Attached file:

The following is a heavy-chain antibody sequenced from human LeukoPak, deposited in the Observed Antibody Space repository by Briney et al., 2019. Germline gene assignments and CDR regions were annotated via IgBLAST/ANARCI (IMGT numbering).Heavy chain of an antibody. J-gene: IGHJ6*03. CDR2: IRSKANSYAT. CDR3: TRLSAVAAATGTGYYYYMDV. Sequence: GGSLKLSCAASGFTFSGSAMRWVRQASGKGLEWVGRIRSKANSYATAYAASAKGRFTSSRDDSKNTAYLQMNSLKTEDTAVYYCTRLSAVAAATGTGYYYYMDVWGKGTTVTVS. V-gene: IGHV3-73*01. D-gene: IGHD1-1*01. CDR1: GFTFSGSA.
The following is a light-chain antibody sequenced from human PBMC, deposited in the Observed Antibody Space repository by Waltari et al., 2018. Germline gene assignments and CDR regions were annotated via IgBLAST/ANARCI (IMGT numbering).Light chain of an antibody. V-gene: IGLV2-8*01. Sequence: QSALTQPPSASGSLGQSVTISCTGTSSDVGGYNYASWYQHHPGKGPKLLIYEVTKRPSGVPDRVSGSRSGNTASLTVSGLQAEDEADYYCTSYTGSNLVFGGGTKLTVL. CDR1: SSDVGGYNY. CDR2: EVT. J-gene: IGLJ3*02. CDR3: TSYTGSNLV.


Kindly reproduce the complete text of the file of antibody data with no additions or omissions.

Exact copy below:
The following is a heavy-chain antibody sequenced from human LeukoPak, deposited in the Observed Antibody Space repository by Briney et al., 2019. Germline gene assignments and CDR regions were annotated via IgBLAST/ANARCI (IMGT numbering).Heavy chain of an antibody. J-gene: IGHJ6*03. CDR2: IRSKANSYAT. CDR3: TRLSAVAAATGTGYYYYMDV. Sequence: GGSLKLSCAASGFTFSGSAMRWVRQASGKGLEWVGRIRSKANSYATAYAASAKGRFTSSRDDSKNTAYLQMNSLKTEDTAVYYCTRLSAVAAATGTGYYYYMDVWGKGTTVTVS. V-gene: IGHV3-73*01. D-gene: IGHD1-1*01. CDR1: GFTFSGSA.
The following is a light-chain antibody sequenced from human PBMC, deposited in the Observed Antibody Space repository by Waltari et al., 2018. Germline gene assignments and CDR regions were annotated via IgBLAST/ANARCI (IMGT numbering).Light chain of an antibody. V-gene: IGLV2-8*01. Sequence: QSALTQPPSASGSLGQSVTISCTGTSSDVGGYNYASWYQHHPGKGPKLLIYEVTKRPSGVPDRVSGSRSGNTASLTVSGLQAEDEADYYCTSYTGSNLVFGGGTKLTVL. CDR1: SSDVGGYNY. CDR2: EVT. J-gene: IGLJ3*02. CDR3: TSYTGSNLV.